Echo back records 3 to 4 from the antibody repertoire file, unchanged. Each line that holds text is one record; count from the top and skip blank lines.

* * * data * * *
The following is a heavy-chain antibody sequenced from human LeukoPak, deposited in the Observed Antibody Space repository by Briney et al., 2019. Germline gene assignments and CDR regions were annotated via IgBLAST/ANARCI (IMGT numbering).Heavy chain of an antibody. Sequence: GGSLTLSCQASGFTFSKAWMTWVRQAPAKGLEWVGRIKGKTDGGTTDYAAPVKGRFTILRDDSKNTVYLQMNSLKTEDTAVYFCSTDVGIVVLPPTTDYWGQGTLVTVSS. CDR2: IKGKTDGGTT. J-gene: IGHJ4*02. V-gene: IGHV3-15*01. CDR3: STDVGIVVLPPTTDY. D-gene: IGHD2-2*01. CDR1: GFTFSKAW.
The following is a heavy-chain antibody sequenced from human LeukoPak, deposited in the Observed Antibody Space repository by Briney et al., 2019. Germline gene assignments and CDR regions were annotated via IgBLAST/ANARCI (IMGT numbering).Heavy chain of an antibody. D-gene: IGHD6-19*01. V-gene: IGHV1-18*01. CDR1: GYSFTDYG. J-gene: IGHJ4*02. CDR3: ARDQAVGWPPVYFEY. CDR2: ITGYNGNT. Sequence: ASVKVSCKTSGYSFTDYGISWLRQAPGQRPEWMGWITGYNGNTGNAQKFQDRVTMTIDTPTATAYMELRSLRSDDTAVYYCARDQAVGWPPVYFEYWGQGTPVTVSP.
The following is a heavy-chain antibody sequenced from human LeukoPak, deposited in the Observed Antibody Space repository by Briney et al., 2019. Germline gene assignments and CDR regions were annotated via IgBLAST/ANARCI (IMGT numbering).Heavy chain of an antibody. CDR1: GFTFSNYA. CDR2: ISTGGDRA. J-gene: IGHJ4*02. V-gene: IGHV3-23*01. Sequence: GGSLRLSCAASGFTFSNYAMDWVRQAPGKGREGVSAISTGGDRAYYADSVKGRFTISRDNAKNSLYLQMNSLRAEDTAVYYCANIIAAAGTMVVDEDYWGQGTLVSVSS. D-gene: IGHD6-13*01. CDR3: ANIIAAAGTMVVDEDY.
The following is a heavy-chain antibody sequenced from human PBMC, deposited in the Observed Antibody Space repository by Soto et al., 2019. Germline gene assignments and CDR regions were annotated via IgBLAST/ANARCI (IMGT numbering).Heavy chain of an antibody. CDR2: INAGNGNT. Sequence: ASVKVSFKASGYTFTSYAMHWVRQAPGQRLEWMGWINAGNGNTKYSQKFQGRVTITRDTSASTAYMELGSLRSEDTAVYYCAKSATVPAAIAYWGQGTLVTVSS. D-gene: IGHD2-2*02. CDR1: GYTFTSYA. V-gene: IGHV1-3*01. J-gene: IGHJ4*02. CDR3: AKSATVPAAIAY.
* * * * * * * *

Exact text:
The following is a heavy-chain antibody sequenced from human LeukoPak, deposited in the Observed Antibody Space repository by Briney et al., 2019. Germline gene assignments and CDR regions were annotated via IgBLAST/ANARCI (IMGT numbering).Heavy chain of an antibody. CDR1: GFTFSNYA. CDR2: ISTGGDRA. J-gene: IGHJ4*02. V-gene: IGHV3-23*01. Sequence: GGSLRLSCAASGFTFSNYAMDWVRQAPGKGREGVSAISTGGDRAYYADSVKGRFTISRDNAKNSLYLQMNSLRAEDTAVYYCANIIAAAGTMVVDEDYWGQGTLVSVSS. D-gene: IGHD6-13*01. CDR3: ANIIAAAGTMVVDEDY.
The following is a heavy-chain antibody sequenced from human PBMC, deposited in the Observed Antibody Space repository by Soto et al., 2019. Germline gene assignments and CDR regions were annotated via IgBLAST/ANARCI (IMGT numbering).Heavy chain of an antibody. CDR2: INAGNGNT. Sequence: ASVKVSFKASGYTFTSYAMHWVRQAPGQRLEWMGWINAGNGNTKYSQKFQGRVTITRDTSASTAYMELGSLRSEDTAVYYCAKSATVPAAIAYWGQGTLVTVSS. D-gene: IGHD2-2*02. CDR1: GYTFTSYA. V-gene: IGHV1-3*01. J-gene: IGHJ4*02. CDR3: AKSATVPAAIAY.